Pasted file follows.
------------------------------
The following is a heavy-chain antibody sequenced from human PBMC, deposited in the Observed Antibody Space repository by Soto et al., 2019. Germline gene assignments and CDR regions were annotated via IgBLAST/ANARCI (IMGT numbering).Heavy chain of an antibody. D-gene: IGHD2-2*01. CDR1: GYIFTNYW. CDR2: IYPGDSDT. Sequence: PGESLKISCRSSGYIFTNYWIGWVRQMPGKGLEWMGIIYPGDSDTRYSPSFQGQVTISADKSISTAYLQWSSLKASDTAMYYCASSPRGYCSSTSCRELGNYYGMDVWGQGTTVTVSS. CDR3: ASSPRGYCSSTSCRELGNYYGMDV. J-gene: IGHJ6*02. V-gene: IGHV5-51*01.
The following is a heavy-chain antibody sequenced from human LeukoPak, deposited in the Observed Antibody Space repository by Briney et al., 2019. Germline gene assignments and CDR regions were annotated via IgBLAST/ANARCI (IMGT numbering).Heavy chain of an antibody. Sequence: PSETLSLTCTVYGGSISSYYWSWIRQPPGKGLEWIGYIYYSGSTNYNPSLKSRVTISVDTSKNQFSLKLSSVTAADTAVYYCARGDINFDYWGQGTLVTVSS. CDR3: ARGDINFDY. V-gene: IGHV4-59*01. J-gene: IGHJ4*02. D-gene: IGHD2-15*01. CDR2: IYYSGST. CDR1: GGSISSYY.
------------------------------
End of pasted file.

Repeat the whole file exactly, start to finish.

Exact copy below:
The following is a heavy-chain antibody sequenced from human PBMC, deposited in the Observed Antibody Space repository by Soto et al., 2019. Germline gene assignments and CDR regions were annotated via IgBLAST/ANARCI (IMGT numbering).Heavy chain of an antibody. D-gene: IGHD2-2*01. CDR1: GYIFTNYW. CDR2: IYPGDSDT. Sequence: PGESLKISCRSSGYIFTNYWIGWVRQMPGKGLEWMGIIYPGDSDTRYSPSFQGQVTISADKSISTAYLQWSSLKASDTAMYYCASSPRGYCSSTSCRELGNYYGMDVWGQGTTVTVSS. CDR3: ASSPRGYCSSTSCRELGNYYGMDV. J-gene: IGHJ6*02. V-gene: IGHV5-51*01.
The following is a heavy-chain antibody sequenced from human LeukoPak, deposited in the Observed Antibody Space repository by Briney et al., 2019. Germline gene assignments and CDR regions were annotated via IgBLAST/ANARCI (IMGT numbering).Heavy chain of an antibody. Sequence: PSETLSLTCTVYGGSISSYYWSWIRQPPGKGLEWIGYIYYSGSTNYNPSLKSRVTISVDTSKNQFSLKLSSVTAADTAVYYCARGDINFDYWGQGTLVTVSS. CDR3: ARGDINFDY. V-gene: IGHV4-59*01. J-gene: IGHJ4*02. D-gene: IGHD2-15*01. CDR2: IYYSGST. CDR1: GGSISSYY.